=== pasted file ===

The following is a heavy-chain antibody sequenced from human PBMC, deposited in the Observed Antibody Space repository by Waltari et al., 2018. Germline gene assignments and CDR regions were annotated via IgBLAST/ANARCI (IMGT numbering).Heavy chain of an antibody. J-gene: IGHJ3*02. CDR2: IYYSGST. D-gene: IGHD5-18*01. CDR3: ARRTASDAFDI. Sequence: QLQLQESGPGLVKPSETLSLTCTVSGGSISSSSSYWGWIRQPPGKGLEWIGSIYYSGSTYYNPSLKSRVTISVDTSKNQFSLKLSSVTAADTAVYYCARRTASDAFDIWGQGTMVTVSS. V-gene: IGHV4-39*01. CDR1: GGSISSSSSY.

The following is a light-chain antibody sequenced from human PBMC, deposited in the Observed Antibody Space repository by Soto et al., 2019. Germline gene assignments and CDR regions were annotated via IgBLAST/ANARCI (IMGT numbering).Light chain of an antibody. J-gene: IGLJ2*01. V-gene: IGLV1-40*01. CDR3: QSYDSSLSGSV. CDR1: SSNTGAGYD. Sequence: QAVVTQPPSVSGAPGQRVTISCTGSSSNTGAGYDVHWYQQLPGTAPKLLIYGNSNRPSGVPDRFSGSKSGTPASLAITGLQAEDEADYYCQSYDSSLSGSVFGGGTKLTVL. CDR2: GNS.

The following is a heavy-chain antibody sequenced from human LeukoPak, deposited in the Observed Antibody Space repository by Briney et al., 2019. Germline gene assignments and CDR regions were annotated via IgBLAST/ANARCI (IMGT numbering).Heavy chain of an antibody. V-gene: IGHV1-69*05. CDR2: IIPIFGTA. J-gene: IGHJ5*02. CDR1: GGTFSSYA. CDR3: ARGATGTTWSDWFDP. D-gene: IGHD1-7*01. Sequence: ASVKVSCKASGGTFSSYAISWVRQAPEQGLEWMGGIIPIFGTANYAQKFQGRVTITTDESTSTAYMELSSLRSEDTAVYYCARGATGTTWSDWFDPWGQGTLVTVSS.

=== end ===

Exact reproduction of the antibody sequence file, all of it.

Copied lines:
The following is a heavy-chain antibody sequenced from human PBMC, deposited in the Observed Antibody Space repository by Waltari et al., 2018. Germline gene assignments and CDR regions were annotated via IgBLAST/ANARCI (IMGT numbering).Heavy chain of an antibody. J-gene: IGHJ3*02. CDR2: IYYSGST. D-gene: IGHD5-18*01. CDR3: ARRTASDAFDI. Sequence: QLQLQESGPGLVKPSETLSLTCTVSGGSISSSSSYWGWIRQPPGKGLEWIGSIYYSGSTYYNPSLKSRVTISVDTSKNQFSLKLSSVTAADTAVYYCARRTASDAFDIWGQGTMVTVSS. V-gene: IGHV4-39*01. CDR1: GGSISSSSSY.

The following is a light-chain antibody sequenced from human PBMC, deposited in the Observed Antibody Space repository by Soto et al., 2019. Germline gene assignments and CDR regions were annotated via IgBLAST/ANARCI (IMGT numbering).Light chain of an antibody. J-gene: IGLJ2*01. V-gene: IGLV1-40*01. CDR3: QSYDSSLSGSV. CDR1: SSNTGAGYD. Sequence: QAVVTQPPSVSGAPGQRVTISCTGSSSNTGAGYDVHWYQQLPGTAPKLLIYGNSNRPSGVPDRFSGSKSGTPASLAITGLQAEDEADYYCQSYDSSLSGSVFGGGTKLTVL. CDR2: GNS.

The following is a heavy-chain antibody sequenced from human LeukoPak, deposited in the Observed Antibody Space repository by Briney et al., 2019. Germline gene assignments and CDR regions were annotated via IgBLAST/ANARCI (IMGT numbering).Heavy chain of an antibody. V-gene: IGHV1-69*05. CDR2: IIPIFGTA. J-gene: IGHJ5*02. CDR1: GGTFSSYA. CDR3: ARGATGTTWSDWFDP. D-gene: IGHD1-7*01. Sequence: ASVKVSCKASGGTFSSYAISWVRQAPEQGLEWMGGIIPIFGTANYAQKFQGRVTITTDESTSTAYMELSSLRSEDTAVYYCARGATGTTWSDWFDPWGQGTLVTVSS.